Calls for Democratic Leadership of Legislature to “Do the Right Thing” for New Jersey Property Taxpayers
Senator Jennifer Beck (R-Monmouth) again called for legislative Democrats to join her in moving sick leave reforms following reports that property taxpayers will be on the hook for a potentially record-breaking payout of more than half-a-million dollars for unused days to Jersey City’s retiring police chief.
“How many six-figure sick leave payouts must fall on the shoulders of property taxpayers before the Democratic leadership of the New Jersey Legislature will allow votes on reform legislation to end this anachronistic practice?” Beck asked. “New Jersey property taxpayers cannot afford to make $500,000 payments to retiring employees when their tax bills are already the highest in the nation.”
Effort Launched in Response to Judge’s Questionable Actions Following South Brunswick Affordable Housing Ruling
Senator Christopher “Kip” Bateman and Assemblyman Jack Ciattarelli announced that they are exploring solutions to prevent judges from violating the public’s trust after they leave the bench.
Bateman and Ciattarelli (R-16) are taking action in light of reports that just days after retiring, a Superior Court judge began working for a real estate developer who could benefit financially from the judge’s recent decision to drastically increase South Brunswick’s affordable housing obligations.
“At the very least, Judge Wolfson’s actions have cast a shadow on an affordable housing ruling that could decimate South Brunswick,” Senator Bateman said. “Now our fear is that the apparent personal benefit he stands to derive from that ruling will also damage the general public’s trust in the judiciary as a whole. New Jersey residents should not have to question whether court decisions are made impartially and in the interests of justice.”
“The New Jersey Supreme Court should honor its responsibility to regulate judicial conduct by taking a hard look at what happened in South Brunswick,” Assemblyman Ciattarelli said. “If no violations are found, then the Supreme Court should take this opportunity to evaluate whether the rules need to change. The Court would be wise to consider regulations that at the very least impose a ‘distancing period’ before former judges can appear back in court on matters that allow them to benefit from their own previous rulings.”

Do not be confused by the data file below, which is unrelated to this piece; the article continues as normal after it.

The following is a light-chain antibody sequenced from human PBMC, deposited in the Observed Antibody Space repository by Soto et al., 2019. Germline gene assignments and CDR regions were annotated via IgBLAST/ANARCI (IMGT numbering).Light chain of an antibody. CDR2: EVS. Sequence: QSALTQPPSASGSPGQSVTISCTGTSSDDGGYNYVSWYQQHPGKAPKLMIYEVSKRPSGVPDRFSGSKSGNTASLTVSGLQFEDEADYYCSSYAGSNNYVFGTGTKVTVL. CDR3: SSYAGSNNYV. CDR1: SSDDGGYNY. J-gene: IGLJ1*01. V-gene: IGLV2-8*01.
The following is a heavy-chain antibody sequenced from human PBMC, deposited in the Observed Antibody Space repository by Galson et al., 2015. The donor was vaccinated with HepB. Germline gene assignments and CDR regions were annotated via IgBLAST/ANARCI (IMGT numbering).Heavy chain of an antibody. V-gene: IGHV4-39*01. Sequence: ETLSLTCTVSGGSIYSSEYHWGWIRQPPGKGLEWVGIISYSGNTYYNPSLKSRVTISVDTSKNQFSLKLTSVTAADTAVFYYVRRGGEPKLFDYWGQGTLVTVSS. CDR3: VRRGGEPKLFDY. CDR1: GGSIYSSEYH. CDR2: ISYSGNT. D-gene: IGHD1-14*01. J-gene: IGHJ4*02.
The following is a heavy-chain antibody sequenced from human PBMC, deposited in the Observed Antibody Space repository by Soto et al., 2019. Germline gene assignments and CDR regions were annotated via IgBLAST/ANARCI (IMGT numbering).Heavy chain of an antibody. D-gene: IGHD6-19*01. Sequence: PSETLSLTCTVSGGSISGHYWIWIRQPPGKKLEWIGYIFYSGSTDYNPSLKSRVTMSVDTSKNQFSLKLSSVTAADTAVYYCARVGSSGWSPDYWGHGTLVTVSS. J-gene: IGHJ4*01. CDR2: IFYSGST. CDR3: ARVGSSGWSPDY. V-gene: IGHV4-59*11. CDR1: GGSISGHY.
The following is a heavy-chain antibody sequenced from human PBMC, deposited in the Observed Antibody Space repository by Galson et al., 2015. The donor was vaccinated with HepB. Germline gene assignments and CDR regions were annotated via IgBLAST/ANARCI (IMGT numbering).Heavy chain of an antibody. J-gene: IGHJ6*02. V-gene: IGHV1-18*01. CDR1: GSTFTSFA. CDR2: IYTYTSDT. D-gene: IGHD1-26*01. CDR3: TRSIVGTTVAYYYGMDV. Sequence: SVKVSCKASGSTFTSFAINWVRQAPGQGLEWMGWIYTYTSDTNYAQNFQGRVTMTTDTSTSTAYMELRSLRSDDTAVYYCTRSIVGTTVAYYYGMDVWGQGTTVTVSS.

Although the project just cleared another hurdle in the approval process by the Federal Regulatory Commission (FERC), Senator Christopher “Kip” Bateman (R-Mercer, Somerset, Hunterdon, Middlesex) vowed to continue to push back against the controversial PennEast Pipeline.
“This fight is far from over,” Senator Bateman said. “From the very beginning, our residents have made it clear that they don’t want this pipeline cutting through their communities, and there’s no reason to give up now. There’s a long way to go before this project gets final approval.”
After a week of commuting troubles caused by a derailed train at Penn Station in New York, Senator Joe Pennacchio (R-Morris, Essex, Passaic) said he believes the issues related to New Jersey’s rail system and NJ Transit could have been addressed years ago if the Assembly Transportation Committee had advanced his legislation to create a rail study commission.
“I’ve introduced a bill to create a rail study commission every session since 2010, and it’s passed the Senate three times,” said Senator Pennacchio, a member of the Senate Transportation Committee. “However, the bill has never been granted a hearing in the Assembly. Not once. Had the Assembly acted sooner, we might have had a chance to fix some of our commuter rail problems.”
Following reports that Jersey City will now share a portion of its tax abatement revenue with its school district, Senator Joe Pennacchio (R-Morris, Passaic, Essex) said the plan is too little, too late.